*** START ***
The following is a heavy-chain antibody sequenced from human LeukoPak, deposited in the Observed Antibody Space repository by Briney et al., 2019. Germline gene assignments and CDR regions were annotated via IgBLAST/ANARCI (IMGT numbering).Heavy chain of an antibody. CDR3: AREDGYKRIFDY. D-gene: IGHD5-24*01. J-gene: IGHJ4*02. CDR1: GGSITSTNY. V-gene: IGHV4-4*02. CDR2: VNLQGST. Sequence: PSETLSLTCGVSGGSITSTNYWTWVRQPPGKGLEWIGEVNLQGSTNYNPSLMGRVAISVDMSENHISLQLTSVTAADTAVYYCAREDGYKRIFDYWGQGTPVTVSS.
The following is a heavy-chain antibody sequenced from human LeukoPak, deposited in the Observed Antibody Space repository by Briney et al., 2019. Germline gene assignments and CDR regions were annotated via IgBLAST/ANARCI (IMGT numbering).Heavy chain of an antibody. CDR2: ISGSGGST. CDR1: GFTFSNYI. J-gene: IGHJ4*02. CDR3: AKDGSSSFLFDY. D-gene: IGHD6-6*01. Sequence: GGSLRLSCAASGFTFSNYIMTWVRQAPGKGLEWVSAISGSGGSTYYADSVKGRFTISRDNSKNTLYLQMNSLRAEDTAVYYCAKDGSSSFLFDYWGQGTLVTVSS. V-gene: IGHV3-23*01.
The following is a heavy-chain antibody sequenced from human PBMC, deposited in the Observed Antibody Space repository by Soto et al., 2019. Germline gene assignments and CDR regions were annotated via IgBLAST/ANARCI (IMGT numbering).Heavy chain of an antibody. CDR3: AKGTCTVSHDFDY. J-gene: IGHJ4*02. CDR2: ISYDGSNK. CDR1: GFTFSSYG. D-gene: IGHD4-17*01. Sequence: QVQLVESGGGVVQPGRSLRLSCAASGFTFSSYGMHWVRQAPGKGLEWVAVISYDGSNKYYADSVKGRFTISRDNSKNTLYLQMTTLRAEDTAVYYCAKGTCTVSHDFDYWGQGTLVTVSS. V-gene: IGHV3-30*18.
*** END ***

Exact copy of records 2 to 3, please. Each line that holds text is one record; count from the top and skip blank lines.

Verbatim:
The following is a heavy-chain antibody sequenced from human LeukoPak, deposited in the Observed Antibody Space repository by Briney et al., 2019. Germline gene assignments and CDR regions were annotated via IgBLAST/ANARCI (IMGT numbering).Heavy chain of an antibody. CDR2: ISGSGGST. CDR1: GFTFSNYI. J-gene: IGHJ4*02. CDR3: AKDGSSSFLFDY. D-gene: IGHD6-6*01. Sequence: GGSLRLSCAASGFTFSNYIMTWVRQAPGKGLEWVSAISGSGGSTYYADSVKGRFTISRDNSKNTLYLQMNSLRAEDTAVYYCAKDGSSSFLFDYWGQGTLVTVSS. V-gene: IGHV3-23*01.
The following is a heavy-chain antibody sequenced from human PBMC, deposited in the Observed Antibody Space repository by Soto et al., 2019. Germline gene assignments and CDR regions were annotated via IgBLAST/ANARCI (IMGT numbering).Heavy chain of an antibody. CDR3: AKGTCTVSHDFDY. J-gene: IGHJ4*02. CDR2: ISYDGSNK. CDR1: GFTFSSYG. D-gene: IGHD4-17*01. Sequence: QVQLVESGGGVVQPGRSLRLSCAASGFTFSSYGMHWVRQAPGKGLEWVAVISYDGSNKYYADSVKGRFTISRDNSKNTLYLQMTTLRAEDTAVYYCAKGTCTVSHDFDYWGQGTLVTVSS. V-gene: IGHV3-30*18.